Publication Credit:

Makley, Charlene E. 2013. The Politics of Presence: Voice, Deity Possession, and Dilemmas of Development among Tibetans in the People's Republic of China. Comparative Studies in Society and History 55(3):665-700.

Grant Year: 
2007
Award Amount: 
$4,700

High, Mette M.

Grant Type: 
Dissertation Fieldwork Grant
Insitutional Affiliation: 
Cambridge, U. of
Status: 
Completed Grant
Approve Date: 
November 3, 2005
Project Title: 
High, Mette M., U. of Cambridge, Cambridge, UK - To aid 'A Study of Gold Mining, Pastoralism, and Changing Working Lives in Rural Mongolia,' supervised by Dr. Caroline Humphrey

METTE M. HIGH, University of Cambridge, Cambridge, England, received funding in January 2006 to aid research on 'A Study of Gold Mining, Pastoralism and Changing Working Lives in Rural Mongolia', supervised by Prof. Caroline Humphrey. The research objectives were to understand the practical and cosmological issues that arise for pastoralists when mining comes to occupy a visible social and physical space and presents them with new subsistence opportunities. Fieldwork consisted of 10 months' participant observation and interviews with people who are taking part in the current gold rush as well as herders who distance themselves from the environmentally damaging mining practices. By examining narratives about industrialization and collectivization in the socialist era as well as the recent advent of the gold rush, the research concerned how notions of collectivity, responsibility and individualism were related to transformational historical processes and changing subsistence economies. Focusing on how people reconcile cosmological concepts related to the landscape with working practices that transgress fundamental taboos about the underground and water resources, moral commentaries and discourses of fear and suspicion highlighted people's negotiation of status and social interaction. The research demonstrates that emerging subsistence economies may not only be fuelled by economic incentives but also by particular socio-cultural mechanisms.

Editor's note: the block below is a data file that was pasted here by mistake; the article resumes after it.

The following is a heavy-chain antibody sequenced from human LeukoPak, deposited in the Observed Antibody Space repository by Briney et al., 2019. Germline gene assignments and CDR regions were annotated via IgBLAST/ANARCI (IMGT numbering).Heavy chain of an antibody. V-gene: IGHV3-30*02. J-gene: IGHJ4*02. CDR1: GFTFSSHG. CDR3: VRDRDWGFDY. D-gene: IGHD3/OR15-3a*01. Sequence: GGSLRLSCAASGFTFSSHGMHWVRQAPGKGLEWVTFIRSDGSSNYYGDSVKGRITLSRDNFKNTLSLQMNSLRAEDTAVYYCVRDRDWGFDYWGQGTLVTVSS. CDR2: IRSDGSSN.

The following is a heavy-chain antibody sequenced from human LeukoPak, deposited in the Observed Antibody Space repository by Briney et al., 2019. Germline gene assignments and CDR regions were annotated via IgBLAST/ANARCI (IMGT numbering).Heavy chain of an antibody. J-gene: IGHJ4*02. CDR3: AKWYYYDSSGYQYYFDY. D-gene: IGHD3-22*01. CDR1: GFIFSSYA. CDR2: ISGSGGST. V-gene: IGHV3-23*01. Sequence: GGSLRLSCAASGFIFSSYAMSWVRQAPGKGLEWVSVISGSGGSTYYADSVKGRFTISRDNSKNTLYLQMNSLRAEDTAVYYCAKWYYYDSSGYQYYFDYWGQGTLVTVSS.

Publication Credits:

High, Mette M. 2013. Polluted Money, Polluted Wealth: Emerging Regimes of Value in the Mongolian Gold Rush. American Ethnologist 40(4):676-688.

High, Mette M. 2013. Cosmologies of Freedom and Buddhist Self-Transformation in the Mongolian Gold Rush. Journal of the Royal Anthropological Institute 19(4):753-770.

Grant Year: 
2005
Award Amount: 
$8,750